This can enable an RTC to sense the 50/60Hz ripple on a mains power supply, or detect and accumulate transitions coming from a GPS unit epoch tick. An RTC that does this operates like a phase locked loop (PLL), shifting its internal clock reference to ‘lock’ it onto the external signal. If the RTC loses its external reference, it can detect this event (as its PLL goes out of lock) and free run from its internal oscillator.

Some RTCs maintain the oscillator setting at the last known point before it went out of lock with the input. Time resolution is an important consideration – how accurately do you need to read the current time? This is specified by the RTC datasheet, but is ultimately limited by the oscillator frequency.

An RTC that is running from its own internal reference will integrate

An RTC that is running from its own internal reference will integrate an error related to the absolute accuracy of the crystal reference, and is effected by a number of conditions including temperature. Crystals are specified to operate within a temperature range, usually around -10°C ~ 60°C – and their accuracy is reduced if a design deviates outside this (figure 3).

Some RTCs have integrated temperature compensation that can extend and increase the accuracy of the crystal oscillator circuit. Crystals also age, and this changes their physical nature, which leads to additional errors.

Typical low cost crystals have frequency tolerance of around +/-20ppm (parts per million), and slowly accumulate errors. A +/-20ppm crystal could drift as far as 72mS every hour, or 1.7 seconds per day. They occasionally require recalibration to correct for the drift.

The connected processor obtains an updated ‘system time’ in some way and writes this new value to the RTC for it to start counting from. This system time could come from manual input from a user interface, reading a GPS unit or from a cloud connection.deviation of frequency with temperature

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Figure 3: The deviation of frequency with temperature of a typical 32.768kHz crystal.

RTCs need continuous power and must have extremely low power consumption. Most RTCs use the digital circuits supply when the device is on and active, but switch over to a continuously connected power source when the circuit is powered down. This power source could be a dedicated battery, a charged supercapacitor or a separate power supply from mains.

Many RTCs can detect this change-over and go into an ultra-low power state where they power down all circuitry except those essential for maintaining the clock in order to conserve battery life. RTCs can also include alarm functions – set times that when reached trigger the RTC to drive an output that wakes the processor up.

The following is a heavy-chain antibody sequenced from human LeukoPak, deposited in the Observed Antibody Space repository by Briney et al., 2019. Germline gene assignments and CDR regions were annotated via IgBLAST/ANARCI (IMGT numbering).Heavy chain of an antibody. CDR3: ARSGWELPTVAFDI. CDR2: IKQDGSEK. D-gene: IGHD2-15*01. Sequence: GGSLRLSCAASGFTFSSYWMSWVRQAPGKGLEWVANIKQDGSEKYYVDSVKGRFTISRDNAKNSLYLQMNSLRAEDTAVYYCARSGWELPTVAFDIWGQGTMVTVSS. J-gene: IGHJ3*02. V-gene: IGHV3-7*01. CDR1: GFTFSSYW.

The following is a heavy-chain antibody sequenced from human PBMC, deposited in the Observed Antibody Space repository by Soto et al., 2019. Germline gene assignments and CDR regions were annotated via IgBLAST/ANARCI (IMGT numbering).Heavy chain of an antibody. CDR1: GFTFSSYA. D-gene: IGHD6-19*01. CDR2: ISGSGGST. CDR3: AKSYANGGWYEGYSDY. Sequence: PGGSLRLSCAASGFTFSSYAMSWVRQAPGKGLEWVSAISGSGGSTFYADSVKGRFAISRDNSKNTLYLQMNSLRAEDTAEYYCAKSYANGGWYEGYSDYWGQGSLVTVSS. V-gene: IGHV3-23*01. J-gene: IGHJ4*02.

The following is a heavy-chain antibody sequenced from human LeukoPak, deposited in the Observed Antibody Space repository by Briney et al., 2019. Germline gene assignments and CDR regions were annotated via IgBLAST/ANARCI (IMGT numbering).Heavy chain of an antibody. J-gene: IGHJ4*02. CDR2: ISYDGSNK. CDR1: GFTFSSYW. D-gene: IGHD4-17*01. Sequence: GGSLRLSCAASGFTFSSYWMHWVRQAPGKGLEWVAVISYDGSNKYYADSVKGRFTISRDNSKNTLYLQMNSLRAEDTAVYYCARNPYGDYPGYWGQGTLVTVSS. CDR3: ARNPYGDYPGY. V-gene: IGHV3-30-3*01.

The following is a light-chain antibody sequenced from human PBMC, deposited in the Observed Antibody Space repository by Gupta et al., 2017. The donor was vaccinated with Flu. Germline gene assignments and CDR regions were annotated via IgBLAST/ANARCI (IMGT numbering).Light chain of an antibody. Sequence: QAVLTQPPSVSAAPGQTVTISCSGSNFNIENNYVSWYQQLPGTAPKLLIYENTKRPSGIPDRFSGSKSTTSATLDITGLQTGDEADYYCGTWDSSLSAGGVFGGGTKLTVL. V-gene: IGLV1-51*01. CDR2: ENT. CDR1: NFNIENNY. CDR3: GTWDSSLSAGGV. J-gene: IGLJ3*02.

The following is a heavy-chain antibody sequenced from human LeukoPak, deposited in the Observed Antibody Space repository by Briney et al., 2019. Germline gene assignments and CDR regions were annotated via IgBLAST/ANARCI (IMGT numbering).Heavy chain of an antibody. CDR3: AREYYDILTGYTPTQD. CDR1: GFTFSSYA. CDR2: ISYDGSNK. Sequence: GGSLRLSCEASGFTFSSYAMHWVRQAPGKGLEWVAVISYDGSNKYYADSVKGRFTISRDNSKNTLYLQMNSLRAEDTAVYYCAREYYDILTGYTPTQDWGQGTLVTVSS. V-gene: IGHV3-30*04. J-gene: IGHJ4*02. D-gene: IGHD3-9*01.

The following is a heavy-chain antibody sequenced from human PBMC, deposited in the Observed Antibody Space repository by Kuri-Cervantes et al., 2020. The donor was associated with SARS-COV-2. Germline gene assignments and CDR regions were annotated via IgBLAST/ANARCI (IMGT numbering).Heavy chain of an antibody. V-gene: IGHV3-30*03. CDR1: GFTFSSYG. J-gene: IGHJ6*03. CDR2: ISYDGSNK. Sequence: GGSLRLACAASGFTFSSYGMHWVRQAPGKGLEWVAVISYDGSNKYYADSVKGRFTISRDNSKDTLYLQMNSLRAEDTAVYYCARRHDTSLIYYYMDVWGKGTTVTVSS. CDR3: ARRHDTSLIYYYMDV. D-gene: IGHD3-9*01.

Real Time Clocks (RTC) IC

Renesas real-time clocks (RTC IC) are ultra-low-power clock/date devices with programmable time-of-day alarms and programmable square-wave outputs. These devices offer high noise immunity, low current consumption, 12/24 hour mode of operation, auto correction for leap year, and programmable square wave output, making them ideal for a wide range of design applications.

Renesas’ real-time clock ICs count seconds, minutes, hours, day, date, month, and year with leap-year compensation valid up to 2100. The devices feature normal and fast-mode I2C interfaces, two time-of-day alarms, an oscillator stop flag, programmable square-wave outputs that default to 32kHz on power-up, and operating voltages ranging from 1.8V to 5.5V. The IDT 1338 real-time clock IC includes a 56-Byte battery-backed non volatile RAM for data storage.

About Real-Time Clocks (RTC IC)


A real-time clock IC (RTC IC) is an integrated circuit that keeps track of the current time and date, typically counting seconds, minutes, hours, day, month, and year with leap-year compensation. Although the term often refers to the devices in personal computers, servers and embedded systems, real-time clock ICs are present in almost any electronic device which needs to keep accurate time.

Most of Renesas’ real-time clocks use an external crystal oscillator, but some contain an integrated oscillator to simplify the circuit and reduce the bill-of-materials (BOM). Most often, the oscillator’s frequency is 32.768kHz, or, exactly 2^15 cycles per second; making it a convenient rate to use with binary counter circuits.